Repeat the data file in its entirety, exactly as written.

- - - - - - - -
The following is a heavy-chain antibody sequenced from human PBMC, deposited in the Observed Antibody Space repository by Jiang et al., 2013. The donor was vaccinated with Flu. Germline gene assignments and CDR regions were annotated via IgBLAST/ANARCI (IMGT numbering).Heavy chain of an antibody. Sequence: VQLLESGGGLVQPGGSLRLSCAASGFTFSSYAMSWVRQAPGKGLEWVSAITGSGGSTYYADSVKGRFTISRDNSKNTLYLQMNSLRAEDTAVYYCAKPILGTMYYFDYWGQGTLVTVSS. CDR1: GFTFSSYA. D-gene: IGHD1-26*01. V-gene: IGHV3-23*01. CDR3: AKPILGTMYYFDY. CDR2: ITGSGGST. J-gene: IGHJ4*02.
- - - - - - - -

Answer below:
The following is a heavy-chain antibody sequenced from human PBMC, deposited in the Observed Antibody Space repository by Jiang et al., 2013. The donor was vaccinated with Flu. Germline gene assignments and CDR regions were annotated via IgBLAST/ANARCI (IMGT numbering).Heavy chain of an antibody. Sequence: VQLLESGGGLVQPGGSLRLSCAASGFTFSSYAMSWVRQAPGKGLEWVSAITGSGGSTYYADSVKGRFTISRDNSKNTLYLQMNSLRAEDTAVYYCAKPILGTMYYFDYWGQGTLVTVSS. CDR1: GFTFSSYA. D-gene: IGHD1-26*01. V-gene: IGHV3-23*01. CDR3: AKPILGTMYYFDY. CDR2: ITGSGGST. J-gene: IGHJ4*02.